Somatoform disorders and rheumatic diseases: from DSM-IV to DSM-V

  • A. Alciati | alessandra.alciati@libero.it Hermanas Hospitalarias, FoRiPsi, Dipartimento di Neuroscience Cliniche, Villa San Benedetto Menni, Albese con Cassano, Como, Italy.
  • F. Atzeni U.O. di Reumatologia, Ospedale Universitario L. Sacco, Milan, Italy.
  • P. Sgiarovello U.O. di Reumatologia, Ospedale Universitario L. Sacco, Milan, Italy.
  • P. Sarzi-Puttini U.O. di Reumatologia, Ospedale Universitario L. Sacco, Milan, Italy.

Abstract

Medically unexplained symptoms are considered ‘somatoform disorders’ in the fourth edition of the Diagnostic and Statistical Manual of Mental Disorders (DSM-IV). The introduction of this nosographic category has been helpful in drawing attention to a previously neglected area, but has not been successful in promoting an understanding of the disorders’ biological basis and treatment implications, probably because of a series of diagnostic shortcomings. The newly proposed DSM-V diagnostic criteria try to overcome the limitations of the DSM-IV definition, which was organised centrally around the concept of medically unexplained symptoms, by emphasising the extent to which a patient’s thoughts, feelings and behaviours concerning their somatic symptoms are disproportionate or excessive. This change is supported by a growing body of evidence showing that psychological and behavioural features play a major role in causing patient disability and maintaining high level of health care use. Pain disorders is the sub-category of DSM-IV somatoform disorders that most closely resembles fibromyalgia. Regardless of the diagnostic changes recently brought about by DSM-V, neuroimaging studies have identified important components of the mental processes associated with a DSM- IV diagnosis of pain disorder.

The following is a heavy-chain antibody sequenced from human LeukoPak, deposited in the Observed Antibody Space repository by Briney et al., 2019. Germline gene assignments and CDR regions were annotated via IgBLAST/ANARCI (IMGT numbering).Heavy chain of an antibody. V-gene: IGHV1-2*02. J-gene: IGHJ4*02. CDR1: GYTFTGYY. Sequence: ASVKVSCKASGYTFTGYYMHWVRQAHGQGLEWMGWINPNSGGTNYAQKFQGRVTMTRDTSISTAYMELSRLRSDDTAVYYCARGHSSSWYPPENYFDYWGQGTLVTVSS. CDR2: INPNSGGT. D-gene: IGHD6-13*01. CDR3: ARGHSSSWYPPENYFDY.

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Published
2014-06-06
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Issue
Section
Reviews
Keywords:
Pain disorders, Statistical manual of mental disorders, Fibromyalgia.
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How to Cite
Alciati, A., Atzeni, F., Sgiarovello, P., & Sarzi-Puttini, P. (2014). Somatoform disorders and rheumatic diseases: from DSM-IV to DSM-V. Reumatismo, 66(1), 98-102. https://doi.org/10.4081/reumatismo.2014.770